This post is sponsored by Brother International Corporation. All opinions are my own.
Every few months the promise of productivity stops me from whatever I’m doing – writing, running, cooking, cleaning, the usual routines of daily life – and tries to convince me that all of those things – the writing, the working out, the endless to-dos around the house – would be much easier to handle if I just circled back to them later, after I’ve gotten organized. As if finding the right way to rearrange or restructure my to-do list was the key to actually getting it done.
One time it was a stack of neon green, orange, yellow and pink post-it notes. On each post-it I wrote down one and only one to-do, sticking each brightly colored note to the door of my bedroom until they formed a collection of impressionist-like productivity plans. As I completed each task, I’d recycle the respective post-it from the door to the bin – or so I told myself.
Another time, it was a spreadsheet, broken down into 15-minute intervals where I’d track how I spent my time each day in the same way that I’d successfully tracked how I’d spent my dollars for the past decade.
Most recently it was the coworking space two blocks from my apartment where I reasoned the distance from my home and all its distractions – the fridge, the television, my husband – would be enough to create the clear boundaries and focus I’d always wanted around my work, but not be so far away that I would never actually go.
But much like the post-it notes that cluttered my door for months untouched, and the spreadsheet that sat empty in one of the 37 open tabs on my laptop, the fantasy of who I’d become when I found the space to unlock my productivity had already disappeared by the time the staff at the coworking offices followed up with me a few days later.
It’s only recently that I’ve stopped willing myself to break this cycle and accept it.
While I dream about being the kind of person who can sit down and write a column like this one with two to four hours of uninterrupted focus instead of five to seven days of fits and starts, writing and rewriting one sentence over and over again before turning to Twitter in search of inspiration that leads me down a rabbit hole of sharp commentary and insightful personal essays that convince me that I could never articulate the chaos inside my mind as clearly as the ‘real’ writers of the internet and so should probably just go ahead and cook my lunch anyway since it’s already 2pm and I’m feeling pretty exhausted and could really use a quick power nap before I get back to my desk… wait, what was I saying?
Even with time blocking or data detoxes or passion planners or project management systems – or everything else my well meaning colleagues swear by or promise to be the life changing solution I’ve been looking for.
I don’t say that to sound defeatist, I say it because willing myself to live and work differently has never actually proved productive – at least not for me. And I’ve come to realize that the time and energy and resources I’ve spent trying to change that, would be far better channeled into finding ways to support the way I live and work in my reality, not my fantasy.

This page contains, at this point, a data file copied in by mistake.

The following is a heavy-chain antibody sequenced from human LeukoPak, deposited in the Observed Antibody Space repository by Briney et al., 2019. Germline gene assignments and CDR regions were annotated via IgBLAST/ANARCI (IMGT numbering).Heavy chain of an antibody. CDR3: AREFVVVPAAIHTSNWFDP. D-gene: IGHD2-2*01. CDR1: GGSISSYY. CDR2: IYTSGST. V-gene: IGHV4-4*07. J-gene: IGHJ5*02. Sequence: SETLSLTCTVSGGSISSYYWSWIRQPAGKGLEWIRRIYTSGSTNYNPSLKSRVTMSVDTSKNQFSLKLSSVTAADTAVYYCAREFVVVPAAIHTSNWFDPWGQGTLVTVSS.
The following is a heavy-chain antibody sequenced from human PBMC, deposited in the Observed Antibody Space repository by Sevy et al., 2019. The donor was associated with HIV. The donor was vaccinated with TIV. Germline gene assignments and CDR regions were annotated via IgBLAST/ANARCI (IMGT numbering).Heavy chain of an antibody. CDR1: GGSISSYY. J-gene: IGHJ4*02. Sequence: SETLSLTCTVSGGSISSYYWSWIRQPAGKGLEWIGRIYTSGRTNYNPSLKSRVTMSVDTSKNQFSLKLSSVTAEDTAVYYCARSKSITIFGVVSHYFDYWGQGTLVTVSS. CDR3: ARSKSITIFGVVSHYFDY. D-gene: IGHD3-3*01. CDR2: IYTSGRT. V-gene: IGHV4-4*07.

After three days in January, my planners go empty, my project management software loaded with what I can only characterize as a wishlist for the small business I operate, the conference I co-founded, and the writing I hope to someday finish, goes unopened, and following an initial burst of enthusiastic albeit ineffective use, the habit trackers go untouched.
Unable to keep track of, make decisions about or complete anything more than the burning priority in front of me. And it’s taken me 35-years to recognize that that is its own system of productivity – a way of working that actually works for me.
Because through the lens of everything I haven’t done yet, my productivity can feel pretty demoralizing.
But through the lens of everything I have done, I’m coming to appreciate that it’s already more than enough.
Many thanks to the team at Brother for supporting today’s content and taking one thing off my to-do list with the Brother Refresh EZ Print Subscription Service – a flexible monthly printing plan that eliminates the need to buy ink or toner cartridges thanks to the Brother exclusive Smart Ordering printer technology that delivers ink or toner to your door just before you need it so you never run out, and you pay for the pages you actually print, not the cartridge.
As someone who has given up on the myth of being the perfectly organized woman who remembers to order things like printer ink or toner before running out in the middle of printing out my latest contracts, Brother Refresh EZ Print Subscription is the kind of system for supporting the way I work (rather than trying to change it) that I’m looking for more of in my life. Brother makes it so easy to track how many pages I have used each month, and not to worry, if I didn’t use all of my pages in my plan that month, they roll over. To see if your printer is compatible and sign up for a risk-free trial, check out Brother Refresh Subscription here. Not a current Brother user, you may want to reconsider.